He says the party will continue its fight for an equitable campaign finance law, but adds that he’s not optimistic about the chances for reform. Melinda Tuhus, FSRN, New Haven.
Nigeria capital issues curfew in wake of bombings
Authorities in Nigeria today issued a curfew and restriction on social activities in the federal capital Abuja. This comes in response to a string of bombings earlier this week by an Islamist group. FSRN’s Sam Olukoya reports from Lagos.
Several bombings over the past few weeks have left more than 30 people dead. A militant group called Boko Haram has claimed responsibility for the attacks. The group, which has ties to the Afghan Taliban, wants to impose Islamic rule in Nigeria and end all forms of western life. Some of their attacks have targeted people involved in social activities.
The government, apprehensive about further attacks, issued the new rules for Abuja today. Nightclubs, beer gardens and cinemas will have to close at 10pm, and public parks and gardens that admit children must close even earlier. The new restrictions also prohibit motorists from parking along two roads where most government offices are located. Sam Olukoya, FSRN, Lagos.
In Cairo’s Tahrir square, violent clashes erupt overnight – hundreds are injured
Clashes erupted overnight in Cairo’s Tahrir Square with the Health Ministry reporting that over 600 people were injured and many of them hospitalized. Violence continued today between police and hundreds of protesters who remained in the square. FSRN’s Aya Batrawy has more from Cairo.
Lawmakers in Greece narrowly pass an austerity plan as thousands protest and continue a general strike
In Greece today, lawmakers narrowly passed an austerity proposal as thousands of people continued to outside Parliament in Syntagma Square. The measure calls for tax increases for minimum wage earners and billions of dollars in government spending cuts. Greece is hundreds of billions of dollars in debt and on the brink of bankruptcy, and the cuts were required in order to receive the next installment of a more than $150 billion EU-IMF loan. For more we spoke with George Papazachariou, in Athens, he’s a reporter for Voice of Greece public radio.
Thailand’s political parties prepare to contend the July 3rd general election
Days before the July 3rd general election, Thailand’s key political parties have stepped up rallies to win over undecided voters. As Ron Corben reports the governing Democrat Party of Prime Minister Abhisit Vejjajiva is struggling in opinion polls against the opposition Pheu Thai Party which is banking in populist policies to win voter support.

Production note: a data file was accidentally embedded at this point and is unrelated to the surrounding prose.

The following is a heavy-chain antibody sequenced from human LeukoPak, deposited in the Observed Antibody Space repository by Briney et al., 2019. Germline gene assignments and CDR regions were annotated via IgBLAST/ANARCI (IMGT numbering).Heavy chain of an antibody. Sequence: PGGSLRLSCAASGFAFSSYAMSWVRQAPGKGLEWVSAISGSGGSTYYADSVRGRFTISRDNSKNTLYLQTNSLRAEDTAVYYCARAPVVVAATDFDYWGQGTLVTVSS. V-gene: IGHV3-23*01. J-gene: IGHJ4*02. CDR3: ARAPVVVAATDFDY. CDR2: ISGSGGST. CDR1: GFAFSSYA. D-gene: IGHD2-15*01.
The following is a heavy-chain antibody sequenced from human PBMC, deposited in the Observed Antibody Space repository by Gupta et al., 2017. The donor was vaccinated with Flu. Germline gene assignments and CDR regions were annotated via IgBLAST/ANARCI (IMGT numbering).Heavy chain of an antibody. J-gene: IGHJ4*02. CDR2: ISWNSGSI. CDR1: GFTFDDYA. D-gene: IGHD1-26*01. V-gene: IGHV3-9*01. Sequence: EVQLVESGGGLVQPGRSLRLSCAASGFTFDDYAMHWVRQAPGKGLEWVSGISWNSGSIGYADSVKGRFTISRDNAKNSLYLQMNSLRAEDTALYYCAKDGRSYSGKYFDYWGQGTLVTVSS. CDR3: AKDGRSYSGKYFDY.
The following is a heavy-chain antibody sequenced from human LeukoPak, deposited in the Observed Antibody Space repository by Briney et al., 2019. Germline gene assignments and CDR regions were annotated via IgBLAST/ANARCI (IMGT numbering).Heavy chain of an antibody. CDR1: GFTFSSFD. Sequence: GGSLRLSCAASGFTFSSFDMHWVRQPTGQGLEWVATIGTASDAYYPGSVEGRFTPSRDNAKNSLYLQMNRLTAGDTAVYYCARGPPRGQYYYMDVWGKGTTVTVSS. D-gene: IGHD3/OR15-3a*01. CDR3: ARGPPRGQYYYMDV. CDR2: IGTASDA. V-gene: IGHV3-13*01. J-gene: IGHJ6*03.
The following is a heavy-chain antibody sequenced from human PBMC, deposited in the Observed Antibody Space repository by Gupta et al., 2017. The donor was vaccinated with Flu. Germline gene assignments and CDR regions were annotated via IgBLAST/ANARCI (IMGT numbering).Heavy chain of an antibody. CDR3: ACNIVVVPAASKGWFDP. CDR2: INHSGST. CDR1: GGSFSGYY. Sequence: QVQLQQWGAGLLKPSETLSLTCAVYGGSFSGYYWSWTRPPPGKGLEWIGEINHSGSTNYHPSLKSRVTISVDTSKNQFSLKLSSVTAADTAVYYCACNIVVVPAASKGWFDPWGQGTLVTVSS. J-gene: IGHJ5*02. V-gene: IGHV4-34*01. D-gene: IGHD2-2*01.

The Obama administration pushes for free trade agreements with South Korea, Colombia and Panama
Officials in the Obama Administration announced a tentative deal today with House and Senate leaders on free trade agreements with South Korea, Colombia and Panama. Matt Laslo reports that the agreements are still far from garnering the support needed to pass Congress.
New York City council approves budget as protests against cuts continue
New York City council members approved a more than $60 billion budget today after reaching a compromise with Mayor Michael Bloomberg and the teachers’ union. The deal preserves the jobs for about 4,000 current teachers, but more than 2,000 other positions will be eliminated after staff resign or retire. Many teachers have been protesting the Mayor’s proposed cuts, including at a 24-hour a day encampment dubbed “Bloombergville”:
“My name is Kelly Wolcott, I’m a public school teacher in New York city and I’m opposed to this compromise budget due to the fact that it is falsehood that it’s a compromise that’s better for the people. It’s true that less people are being laid off however the reality is that cuts are still happening to education and social services. My school alone received a budget today that cuts $500,000 from our funds that we already didn’t have enough on, in addition to losing Title 1 money that we need for our most vulnerable population.”
The 2012 budget also cuts about 1000 public sector jobs. During protests Tuesday night, more than a dozen people with the group New Yorkers Against Budget Cuts were arrested after trying to conduct a sit-in to prevent city councilors from voting. Many continue to push for tax increases on the wealthy instead of cuts to education and social services.